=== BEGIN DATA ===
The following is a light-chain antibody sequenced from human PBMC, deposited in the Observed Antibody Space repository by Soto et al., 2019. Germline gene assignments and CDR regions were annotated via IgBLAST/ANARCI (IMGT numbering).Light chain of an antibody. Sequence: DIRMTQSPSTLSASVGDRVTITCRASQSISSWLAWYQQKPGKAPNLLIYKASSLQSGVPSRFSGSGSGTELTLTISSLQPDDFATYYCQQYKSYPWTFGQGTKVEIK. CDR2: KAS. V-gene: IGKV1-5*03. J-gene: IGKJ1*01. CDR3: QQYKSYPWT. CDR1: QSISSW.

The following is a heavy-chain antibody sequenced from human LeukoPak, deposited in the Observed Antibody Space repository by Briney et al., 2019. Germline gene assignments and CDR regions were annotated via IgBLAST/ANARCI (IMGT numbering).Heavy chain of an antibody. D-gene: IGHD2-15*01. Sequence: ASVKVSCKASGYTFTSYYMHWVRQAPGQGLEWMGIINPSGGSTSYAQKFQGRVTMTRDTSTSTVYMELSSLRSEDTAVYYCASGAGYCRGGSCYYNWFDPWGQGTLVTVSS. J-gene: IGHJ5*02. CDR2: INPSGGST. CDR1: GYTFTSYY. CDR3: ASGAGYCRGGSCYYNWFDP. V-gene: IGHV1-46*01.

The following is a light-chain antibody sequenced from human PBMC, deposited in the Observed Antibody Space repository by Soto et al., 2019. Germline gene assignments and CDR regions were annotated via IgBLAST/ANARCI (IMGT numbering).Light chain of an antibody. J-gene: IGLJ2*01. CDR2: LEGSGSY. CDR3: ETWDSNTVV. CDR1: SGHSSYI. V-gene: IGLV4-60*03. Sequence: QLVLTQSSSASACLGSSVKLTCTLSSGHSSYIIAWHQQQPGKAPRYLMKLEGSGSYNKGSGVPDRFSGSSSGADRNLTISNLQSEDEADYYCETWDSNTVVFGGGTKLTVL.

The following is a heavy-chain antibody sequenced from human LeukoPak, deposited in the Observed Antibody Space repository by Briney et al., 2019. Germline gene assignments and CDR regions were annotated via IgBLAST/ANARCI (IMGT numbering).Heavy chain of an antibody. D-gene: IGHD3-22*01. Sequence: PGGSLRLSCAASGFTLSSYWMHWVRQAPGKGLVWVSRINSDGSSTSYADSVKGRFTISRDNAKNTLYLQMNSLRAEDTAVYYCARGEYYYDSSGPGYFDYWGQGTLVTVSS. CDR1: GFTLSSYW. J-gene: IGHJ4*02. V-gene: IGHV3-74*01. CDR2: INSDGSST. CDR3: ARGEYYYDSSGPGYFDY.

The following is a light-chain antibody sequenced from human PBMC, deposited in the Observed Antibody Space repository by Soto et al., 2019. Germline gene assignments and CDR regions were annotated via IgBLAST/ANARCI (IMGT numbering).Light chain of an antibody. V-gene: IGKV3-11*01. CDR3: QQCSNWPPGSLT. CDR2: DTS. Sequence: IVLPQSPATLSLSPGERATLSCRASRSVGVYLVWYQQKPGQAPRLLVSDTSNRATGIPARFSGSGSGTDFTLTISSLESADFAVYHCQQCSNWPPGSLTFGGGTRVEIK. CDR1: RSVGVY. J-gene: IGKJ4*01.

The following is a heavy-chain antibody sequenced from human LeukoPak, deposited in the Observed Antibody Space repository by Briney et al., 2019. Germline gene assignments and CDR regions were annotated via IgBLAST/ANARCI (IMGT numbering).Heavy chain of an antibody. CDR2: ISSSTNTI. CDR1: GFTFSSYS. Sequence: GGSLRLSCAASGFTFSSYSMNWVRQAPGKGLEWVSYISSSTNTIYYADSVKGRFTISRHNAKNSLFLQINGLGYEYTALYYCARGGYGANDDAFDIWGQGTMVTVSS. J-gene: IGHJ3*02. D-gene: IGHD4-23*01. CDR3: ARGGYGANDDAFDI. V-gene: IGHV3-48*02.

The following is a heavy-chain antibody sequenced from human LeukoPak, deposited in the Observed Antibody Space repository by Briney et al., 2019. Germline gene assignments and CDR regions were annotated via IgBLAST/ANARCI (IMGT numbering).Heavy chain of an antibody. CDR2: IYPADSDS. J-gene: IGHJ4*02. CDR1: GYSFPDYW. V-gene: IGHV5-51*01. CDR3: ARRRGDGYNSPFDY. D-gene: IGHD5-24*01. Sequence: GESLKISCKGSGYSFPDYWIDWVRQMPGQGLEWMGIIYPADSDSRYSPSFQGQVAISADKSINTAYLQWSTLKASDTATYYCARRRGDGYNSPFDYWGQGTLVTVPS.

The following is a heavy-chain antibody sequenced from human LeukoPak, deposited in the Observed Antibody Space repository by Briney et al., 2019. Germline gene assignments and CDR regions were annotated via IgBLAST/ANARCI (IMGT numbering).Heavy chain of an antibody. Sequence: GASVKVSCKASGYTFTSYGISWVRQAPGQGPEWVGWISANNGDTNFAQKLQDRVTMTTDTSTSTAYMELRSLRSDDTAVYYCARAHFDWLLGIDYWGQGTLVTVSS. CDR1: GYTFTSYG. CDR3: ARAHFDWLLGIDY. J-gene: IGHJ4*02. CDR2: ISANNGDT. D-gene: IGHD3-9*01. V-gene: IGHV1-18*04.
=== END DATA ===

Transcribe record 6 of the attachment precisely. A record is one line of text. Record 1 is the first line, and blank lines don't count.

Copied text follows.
The following is a heavy-chain antibody sequenced from human LeukoPak, deposited in the Observed Antibody Space repository by Briney et al., 2019. Germline gene assignments and CDR regions were annotated via IgBLAST/ANARCI (IMGT numbering).Heavy chain of an antibody. CDR2: ISSSTNTI. CDR1: GFTFSSYS. Sequence: GGSLRLSCAASGFTFSSYSMNWVRQAPGKGLEWVSYISSSTNTIYYADSVKGRFTISRHNAKNSLFLQINGLGYEYTALYYCARGGYGANDDAFDIWGQGTMVTVSS. J-gene: IGHJ3*02. D-gene: IGHD4-23*01. CDR3: ARGGYGANDDAFDI. V-gene: IGHV3-48*02.